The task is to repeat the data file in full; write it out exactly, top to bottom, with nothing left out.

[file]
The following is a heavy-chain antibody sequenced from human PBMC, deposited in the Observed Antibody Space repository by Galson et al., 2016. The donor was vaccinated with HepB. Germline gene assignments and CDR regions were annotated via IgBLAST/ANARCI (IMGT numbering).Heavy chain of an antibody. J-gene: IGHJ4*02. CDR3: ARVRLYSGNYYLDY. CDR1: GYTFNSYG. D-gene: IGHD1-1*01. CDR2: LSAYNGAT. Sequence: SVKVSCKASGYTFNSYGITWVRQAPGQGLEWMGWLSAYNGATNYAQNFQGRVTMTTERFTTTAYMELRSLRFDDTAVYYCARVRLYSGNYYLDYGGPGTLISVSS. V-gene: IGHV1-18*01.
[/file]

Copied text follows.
The following is a heavy-chain antibody sequenced from human PBMC, deposited in the Observed Antibody Space repository by Galson et al., 2016. The donor was vaccinated with HepB. Germline gene assignments and CDR regions were annotated via IgBLAST/ANARCI (IMGT numbering).Heavy chain of an antibody. J-gene: IGHJ4*02. CDR3: ARVRLYSGNYYLDY. CDR1: GYTFNSYG. D-gene: IGHD1-1*01. CDR2: LSAYNGAT. Sequence: SVKVSCKASGYTFNSYGITWVRQAPGQGLEWMGWLSAYNGATNYAQNFQGRVTMTTERFTTTAYMELRSLRFDDTAVYYCARVRLYSGNYYLDYGGPGTLISVSS. V-gene: IGHV1-18*01.